It isn’t often that renowned international artists visit St. Petersburg themselves, accompanying exhibitions of their work. The Visit, a collection of paintings, drawings and photographs by Uruguayan-Spanish artist Yamandú Canosa, will open Saturday at the Dali Museum.
It’s an extraordinary installation taking up every inch of the third-level Hough Gallery. Canosa has been in the city for three weeks, building the installation along with Dali curator William Jeffett.
Thursday morning, the artist was right there in the gallery and agreed to walk through The Visit with a reporter.
The title The Visit refers to Port Lligat, Spain, where Salvador Dali lived and worked throughout his lifetime. Canosa, whose works frequently explore the subconscious through metaphor, perspective, color and texture, went to Port Lligat as an interpretive exercise.
‘It’s very simple,” he said. “It’s a dialogue between contemporary art and Surrealism. To investigate the legacy of Surrealism in contemporary art. I’m a contemporary artist, and I visited to find out what part of my work belonged to the legacy of Surrealism.
“Because Surrealism was not an aesthetic movement, but a movement about languages. You can find artists – Joan Miro, Dali, Marcel Duchamp – these three artists’ aesthetics were absolutely different, but the three belonged to the same idea and the same hope that Surrealism gives to us.”
In other words, he wanted to see what Dali saw.
Offered Jeffett: “Yamandú Canosa’s work is a contemporary exploration of the continued significance of Surrealism … the work is significant in today’s world because it explores the intersection of global culture ranging from Europe to Latin America.”
The Visit is expansive – in the largest exhibition room, one wall is dominated by an image of Dali’s home and studio. On the opposite wall – far away – is an interpretation of the stone island resting at the far end of the bay, depicted in many of Dali’s paintings from the location. “En la Cueva (In the Cave)” is presented as a positive/negative in bright red, depicting the entrance to a cave from both the inside and the outside. It is, Canosa said, like the suggestive mirror images used in the Rorschach psychological test.
And the expanse of black floor between represents water.
“I need space, because I am a landscaper,” he explained. “And I always make an installation around space.” All the landscape is linked, he points out, with a horizon line that runs the width of the room, on every wall. It’s at average human eye level. “It’s the key of the gaze,” he said. “When you see the horizon line, you enter in the landscape.”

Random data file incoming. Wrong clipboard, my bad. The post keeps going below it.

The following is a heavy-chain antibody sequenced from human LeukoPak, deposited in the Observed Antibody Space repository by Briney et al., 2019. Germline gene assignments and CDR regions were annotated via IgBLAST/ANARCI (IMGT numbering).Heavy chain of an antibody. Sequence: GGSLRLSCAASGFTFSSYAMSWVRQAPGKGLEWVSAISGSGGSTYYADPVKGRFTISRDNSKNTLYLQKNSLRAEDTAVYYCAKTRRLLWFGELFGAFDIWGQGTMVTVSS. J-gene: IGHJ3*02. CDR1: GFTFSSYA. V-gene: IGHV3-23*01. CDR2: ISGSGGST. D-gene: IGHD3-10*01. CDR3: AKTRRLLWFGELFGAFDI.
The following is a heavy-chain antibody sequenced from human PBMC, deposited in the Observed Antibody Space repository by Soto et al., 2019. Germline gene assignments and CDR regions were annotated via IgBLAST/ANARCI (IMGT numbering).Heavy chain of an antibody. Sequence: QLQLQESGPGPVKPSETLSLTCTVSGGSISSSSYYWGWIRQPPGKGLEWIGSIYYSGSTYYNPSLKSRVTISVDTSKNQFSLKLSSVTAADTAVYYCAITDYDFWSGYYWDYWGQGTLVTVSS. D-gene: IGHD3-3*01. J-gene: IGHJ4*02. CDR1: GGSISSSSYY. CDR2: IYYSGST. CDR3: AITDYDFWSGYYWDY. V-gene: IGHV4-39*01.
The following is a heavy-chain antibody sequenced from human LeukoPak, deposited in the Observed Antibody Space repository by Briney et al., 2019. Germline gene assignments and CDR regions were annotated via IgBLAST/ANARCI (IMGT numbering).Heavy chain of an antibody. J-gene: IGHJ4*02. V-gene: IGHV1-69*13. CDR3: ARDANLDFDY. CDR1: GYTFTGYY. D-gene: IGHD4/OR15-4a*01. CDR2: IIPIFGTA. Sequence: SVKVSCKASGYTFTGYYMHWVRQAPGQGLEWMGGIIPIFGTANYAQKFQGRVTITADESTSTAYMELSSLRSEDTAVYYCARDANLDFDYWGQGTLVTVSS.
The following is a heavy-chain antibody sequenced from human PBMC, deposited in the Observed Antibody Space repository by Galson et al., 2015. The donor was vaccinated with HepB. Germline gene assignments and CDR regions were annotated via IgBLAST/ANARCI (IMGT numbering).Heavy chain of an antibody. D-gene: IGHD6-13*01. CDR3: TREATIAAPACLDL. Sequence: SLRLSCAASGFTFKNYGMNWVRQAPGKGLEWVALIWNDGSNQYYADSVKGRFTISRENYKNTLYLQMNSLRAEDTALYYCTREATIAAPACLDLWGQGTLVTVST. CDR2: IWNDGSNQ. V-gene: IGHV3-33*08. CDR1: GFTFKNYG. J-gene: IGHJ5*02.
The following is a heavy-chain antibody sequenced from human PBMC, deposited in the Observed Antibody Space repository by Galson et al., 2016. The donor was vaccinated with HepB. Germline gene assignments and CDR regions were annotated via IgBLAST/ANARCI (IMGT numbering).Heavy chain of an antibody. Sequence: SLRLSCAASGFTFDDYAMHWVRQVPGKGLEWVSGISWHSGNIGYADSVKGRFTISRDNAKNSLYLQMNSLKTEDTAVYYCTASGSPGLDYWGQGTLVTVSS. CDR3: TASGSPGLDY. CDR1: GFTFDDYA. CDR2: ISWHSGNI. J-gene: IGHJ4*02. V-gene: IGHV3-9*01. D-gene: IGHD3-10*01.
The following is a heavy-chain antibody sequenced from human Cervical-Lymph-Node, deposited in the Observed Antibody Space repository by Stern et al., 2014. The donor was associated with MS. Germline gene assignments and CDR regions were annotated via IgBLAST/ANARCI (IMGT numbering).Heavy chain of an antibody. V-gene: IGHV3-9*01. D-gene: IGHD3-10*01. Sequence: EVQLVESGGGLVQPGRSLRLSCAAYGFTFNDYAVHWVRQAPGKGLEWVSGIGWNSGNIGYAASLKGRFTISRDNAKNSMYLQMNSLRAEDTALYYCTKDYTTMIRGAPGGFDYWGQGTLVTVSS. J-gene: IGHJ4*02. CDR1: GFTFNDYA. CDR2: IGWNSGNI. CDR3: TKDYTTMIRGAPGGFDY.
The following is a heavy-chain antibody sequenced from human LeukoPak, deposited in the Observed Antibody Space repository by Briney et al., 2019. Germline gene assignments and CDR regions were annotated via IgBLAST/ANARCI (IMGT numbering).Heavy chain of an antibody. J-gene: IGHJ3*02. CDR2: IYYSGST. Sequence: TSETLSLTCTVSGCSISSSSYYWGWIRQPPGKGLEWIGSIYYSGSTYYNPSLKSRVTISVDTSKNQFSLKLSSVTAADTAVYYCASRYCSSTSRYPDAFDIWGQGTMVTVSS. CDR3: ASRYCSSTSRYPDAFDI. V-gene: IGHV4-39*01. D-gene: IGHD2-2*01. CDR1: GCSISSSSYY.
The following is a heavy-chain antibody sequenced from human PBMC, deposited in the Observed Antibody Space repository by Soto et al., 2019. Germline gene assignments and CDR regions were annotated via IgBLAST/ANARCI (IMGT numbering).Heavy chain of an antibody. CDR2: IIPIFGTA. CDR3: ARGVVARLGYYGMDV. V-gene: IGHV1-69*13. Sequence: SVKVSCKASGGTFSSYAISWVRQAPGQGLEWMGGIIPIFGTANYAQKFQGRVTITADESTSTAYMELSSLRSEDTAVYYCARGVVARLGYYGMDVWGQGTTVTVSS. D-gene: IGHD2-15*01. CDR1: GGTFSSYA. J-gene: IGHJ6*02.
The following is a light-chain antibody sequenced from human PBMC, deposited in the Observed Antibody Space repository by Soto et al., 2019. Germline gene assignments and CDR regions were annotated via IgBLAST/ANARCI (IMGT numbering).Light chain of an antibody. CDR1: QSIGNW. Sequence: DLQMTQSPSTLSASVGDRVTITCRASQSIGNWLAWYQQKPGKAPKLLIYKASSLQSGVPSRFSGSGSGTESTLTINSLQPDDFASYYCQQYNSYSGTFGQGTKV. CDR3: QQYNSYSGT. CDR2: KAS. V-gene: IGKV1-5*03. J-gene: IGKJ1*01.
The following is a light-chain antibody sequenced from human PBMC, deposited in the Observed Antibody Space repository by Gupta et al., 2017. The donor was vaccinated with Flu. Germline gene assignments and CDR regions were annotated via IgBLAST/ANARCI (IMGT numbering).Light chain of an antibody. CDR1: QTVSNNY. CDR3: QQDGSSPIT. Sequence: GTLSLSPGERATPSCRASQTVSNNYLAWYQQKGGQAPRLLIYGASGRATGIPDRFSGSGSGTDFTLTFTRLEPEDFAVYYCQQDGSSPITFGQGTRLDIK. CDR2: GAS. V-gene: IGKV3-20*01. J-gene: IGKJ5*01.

The images, he added, “are where they belong” on either side of the “horizon.” Around the massive gallery space, there are objects in the sky – a star, a constellation, the wind, a cloud, the Sun (filled in with the abstract nets of village fishermen).
Some images are buried “under the ground,” signifying death, or perhaps a dream state. Dreams, of course, have always played a major role in Surrealism.
“It’s not exactly a storyline,” Canosa said. “It’s more like a narrative. Like poetry. But more important is the relation that each image has to the other. And we start to grow not a history, but at atmosphere. Here is an atmosphere.”
Some sequences along the timeline are dark, some are not so. He pointed out what he called the “happiest” atmosphere on the timeline journey: One painting is the silhouette of a woman playing a violin. She has the head of a cricket. A tiny woman removes stones from a piano keyboard, “to let the music come back,” according to the artist. A figure sings into a microphone as a giant bird extracts an insect from a tree.
Everything, the artist explained, is related. “The idea is that they all belong to the same atmosphere. And they explain this atmosphere from different aspects; then you start to have a perfume, and aroma for the mood.”
Canosa said the North Wind, called Tramontana, is like a character in this part of Spain. “Everybody says that this wind gives you madness. They say it is the wind of Surrealism.”
He tested his own subconscious with Blind Drawings, presented as a series of sketches of a small, spindly tree (it’s part of the exhibit, too). He drew them all without ever looking at the white papers.
The drawings are fascinating, in that they are similar and they all resemble the object, but no two are exactly the same. “I tried to do my best,” Canosa smiled.